from Wiktionary, Creative Commons Attribution/Share-Alike License

  • n. Plural form of zap.
  • v. Third-person singular simple present indicative form of zap.


Sorry, no etymologies found.


  • And then in zaps the chorus, a remonstration of sorts, or a call to arms: "Life is just a precious minute baby," it yells.

    Hail, Hail, Rock'n'Roll

  • Thinking in those terms zaps the lack mentality pretty darned quick.

    2007 August | the blog of author, illustrator and designer Kris Waldherr

  • To attract attention the alliance staged what its members called "zaps," confrontations with people or institutions that they believed discriminated against gay people.

    SFGate: Don Asmussen: Bad Reporter

  • Max naturally assumes that the man is a typical loonie, but then the machine not only works, but has a side effect that not even Boles anticipated: it "zaps" the reporter the scientific nature of what happens is never explained, inflicting him with a bizarre condition.

    How chaos can be fun

  • It feels a little like the sheen you get before those "zaps" that occur when you're coming off Prozac, even though I know those little seizures aren't imminent.

    4/20/02 Woke up around noon

  • The UV light "zaps" microrganisms such as viruses, cysts and bacteria that may be present in your household water supply. - Articles related to Pregnant women can enjoy one cup of coffee a day

  • It literally feels like it is going to explode and on top of that, I keep feeling 'zaps' in my head (and elsewhere at times), a bit like if I had missed a dose of Venlafaxine, only much worse in severity.

    Irish Blogs

  • Sure, it affects everyone differently: a close friend of mine only experienced tension headaches throughout the process, but I had the pleasure of dealing with headaches, lethargy, depression, dizziness, the "zaps", nausea, and more.

    World of Psychology

  • Hitting Ctrl-Alt-Backspace in the Linux environment "zaps" the Xorg server, causing an unrecoverable crash.

    LXer Linux News

  • A simple hand-held device, ThermaClear, "zaps" pimples and blemishes quickly and easily, even in their earliest stages of development.



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  • In my (sleepless) experience, yes.

    March 31, 2009

  • So maybe here is a good place to ask: is restless leg syndrome real?

    *prepares to dodge thrown items*

    March 31, 2009

  • reesetee makes an excellent point. Clinical depression is a well-defined disease, and there are undoubtedly people who benefit from taking Paxil for that condition. Where things become problematic, I think, is when companies try to expand their market by defining "disorders" of a more nebulous kind (e.g. "shyness" as a disorder, rather than just a personality trait).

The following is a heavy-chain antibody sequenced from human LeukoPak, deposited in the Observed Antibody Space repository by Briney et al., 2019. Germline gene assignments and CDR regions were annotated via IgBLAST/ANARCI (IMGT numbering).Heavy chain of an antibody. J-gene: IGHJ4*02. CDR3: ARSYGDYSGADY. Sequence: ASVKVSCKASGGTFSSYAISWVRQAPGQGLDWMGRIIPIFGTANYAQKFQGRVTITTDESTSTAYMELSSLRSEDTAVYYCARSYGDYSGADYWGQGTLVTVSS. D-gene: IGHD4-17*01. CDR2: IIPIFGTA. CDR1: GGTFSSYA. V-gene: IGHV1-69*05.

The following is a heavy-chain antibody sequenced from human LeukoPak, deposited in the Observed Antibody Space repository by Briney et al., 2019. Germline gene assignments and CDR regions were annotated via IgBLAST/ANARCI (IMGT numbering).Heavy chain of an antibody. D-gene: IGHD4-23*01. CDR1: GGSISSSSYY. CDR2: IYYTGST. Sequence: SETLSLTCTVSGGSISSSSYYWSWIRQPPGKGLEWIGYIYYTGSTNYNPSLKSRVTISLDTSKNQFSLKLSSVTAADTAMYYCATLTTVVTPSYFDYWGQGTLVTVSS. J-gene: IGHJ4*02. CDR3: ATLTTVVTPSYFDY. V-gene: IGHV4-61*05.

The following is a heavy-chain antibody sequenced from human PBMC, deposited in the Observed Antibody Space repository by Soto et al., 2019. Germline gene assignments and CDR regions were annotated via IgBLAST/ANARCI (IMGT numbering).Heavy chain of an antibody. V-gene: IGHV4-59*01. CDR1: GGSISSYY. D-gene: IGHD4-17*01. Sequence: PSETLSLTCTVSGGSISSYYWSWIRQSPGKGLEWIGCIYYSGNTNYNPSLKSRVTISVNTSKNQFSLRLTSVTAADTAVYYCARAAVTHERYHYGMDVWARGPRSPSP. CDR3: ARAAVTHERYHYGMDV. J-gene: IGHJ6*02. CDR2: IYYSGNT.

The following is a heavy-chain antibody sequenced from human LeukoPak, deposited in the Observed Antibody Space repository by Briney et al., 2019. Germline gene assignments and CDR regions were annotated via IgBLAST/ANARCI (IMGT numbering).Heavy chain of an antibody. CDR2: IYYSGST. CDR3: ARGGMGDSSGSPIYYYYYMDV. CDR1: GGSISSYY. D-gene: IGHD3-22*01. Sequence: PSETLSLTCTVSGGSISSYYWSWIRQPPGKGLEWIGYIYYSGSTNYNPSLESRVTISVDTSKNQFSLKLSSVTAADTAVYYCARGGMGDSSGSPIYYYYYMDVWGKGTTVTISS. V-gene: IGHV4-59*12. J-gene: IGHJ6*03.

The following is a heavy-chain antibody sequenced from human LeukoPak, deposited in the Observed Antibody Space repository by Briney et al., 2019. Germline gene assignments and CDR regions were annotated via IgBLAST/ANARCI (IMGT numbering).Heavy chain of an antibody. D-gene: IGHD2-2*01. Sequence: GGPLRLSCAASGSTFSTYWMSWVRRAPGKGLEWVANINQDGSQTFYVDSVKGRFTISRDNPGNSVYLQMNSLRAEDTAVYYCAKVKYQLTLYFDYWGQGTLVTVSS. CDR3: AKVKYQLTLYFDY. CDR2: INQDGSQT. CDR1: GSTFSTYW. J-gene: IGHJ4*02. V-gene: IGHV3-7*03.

March 31, 2009

  • Yes, it's still available.

    I think it really depends on who's taking the drug and why. I've heard of people who not only do wonderfully on it, but swear by it--and that's probably true of many of the newer antidepressants.

    The author of this article clearly didn't "need" to take such a drug; he simply wanted to see what it would do for him--whereas many people who use antidepressants are taking them for a diagnosed disease (such as clinical depression).

    March 31, 2009

  • I've never heard of Paxil before. Is it still available? Stevenson makes it sound like rather a crappy drug all round.

    March 31, 2009

  • Hmmm. This article just feeds in to my preexisting conviction that, where brain chemistry is concerned, an unmedicated life is preferable, as much as possible. I attribute this to growing up with a mother who was a doctor (basically, to get even the remotest sympathy or attention, we kids had to be either near death, or have visible lesions). The odd thing is that this conviction has remained, despite 25 years working in the pharmaceutical industry. Go figure.

    But "social anxiety disorder" always had that aura of being a "disease" that had its origins more in the cupidity of big pharma than as any reflection of objective reality.

    And those withdrawal symptoms certainly didn't sound like a picnic either.

    March 31, 2009

  • Seen here.

    "More alarmingly, the dreaded "zaps" have arrived. I'd read about these on the Paxil Database, a site for self-proclaimed Paxil victims, but I thought they were made up—there are so many hypochondriacs on the Web." (Seth Stevenson, "Extroverted Like Me," Slate, June 18, 2006)

    March 31, 2009

  • Spaz in reverse.

    July 22, 2007